Allison's Book Bag

Posts Tagged ‘heroes

Really Random Tuesday is a meme created by Suko at Suko’s Notebook and is a way to post odds and ends about book-related things. Last week, I talked about anti-heroes. Now let me switch things up and write about heroes.


In a way, I suppose this is a redundant topic to write about. The bulk of our literature features heroes. Yet two articles prompted this post.

One of those articles, Where Have All Our Heroes Gone? poses the question about society itself. In Psychology Today, author Jim Taylor, contends that in his day the world was full of heroes. Moreover, he grew up wanting to emulate politicians, businessmen, social activities, athletes, and entertainers. In hindsight, despite the flaws of those leaders, he still views them as role models. Not so about the leaders whom he sees today and that his children desire to emulate. Instead “politicians are self-glorifying panderers, corporate leaders are greedy and corrupt, athletes are entitled and irresponsible, and entertainers are spoiled and aloof”. Hence, he asks: Where have all our heroes gone?

A second article, Making the Case for Heroes, poses the question about society AND about literature. In a Harvard Education Letter, author Peter Gibbon talks about how he studies the concept of heroes and travels the country to discuss the concept with students. Once upon a time, schools used to automatically offer examples of heroes in their textbooks and literary selections. Now society “offer lives that are seriously flawed, juvenile novels that emphasize mundane reality, and a history that is uncertain and blemished”. Unlike Taylor, however, Gibbons doesn’t encourage a return to the old ways, when the world mostly honored white, male, and privileged individuals. Rather, he suggests we find new heroes.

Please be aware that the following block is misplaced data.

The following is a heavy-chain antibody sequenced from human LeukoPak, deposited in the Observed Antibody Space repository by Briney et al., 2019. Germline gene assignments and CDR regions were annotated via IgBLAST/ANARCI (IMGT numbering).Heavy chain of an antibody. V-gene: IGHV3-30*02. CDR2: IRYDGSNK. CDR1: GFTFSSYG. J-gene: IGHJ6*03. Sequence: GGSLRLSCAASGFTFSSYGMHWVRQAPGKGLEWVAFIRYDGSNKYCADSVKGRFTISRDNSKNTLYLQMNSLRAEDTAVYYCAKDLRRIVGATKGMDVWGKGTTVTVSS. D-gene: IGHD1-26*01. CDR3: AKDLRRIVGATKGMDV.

Why heroes? Gibbons argues that we can make the case for all kinds of heroes and show how the study of their lives can improve our own. Moreover, he cautions that anti-heroes can be dangerous when, instead of seeing them as characters to be wary of, we are seduced into antisocial behavior. When it comes to literature, Gibbons suggests that reading selections should pass the simple test of: “I feel greatly the better for having read it.” As for Taylor, he goes so far as to say that kids need to place their heroes on pedestals. That’s what gives heroes their power and causes children to want to emulate them.

The majority of my belief system comes from the heroes whom I grew up hearing about on the news or in literature. Their example is one of the reasons I became a special education teacher. Yet in over thirty years, I still feel the impact of having read about anti-heroes and feeling comforted by their stories. This is especially true for my teen years, when I felt like a failure than a role model. So, perhaps we need both anti-heroes and heroes in our lives.

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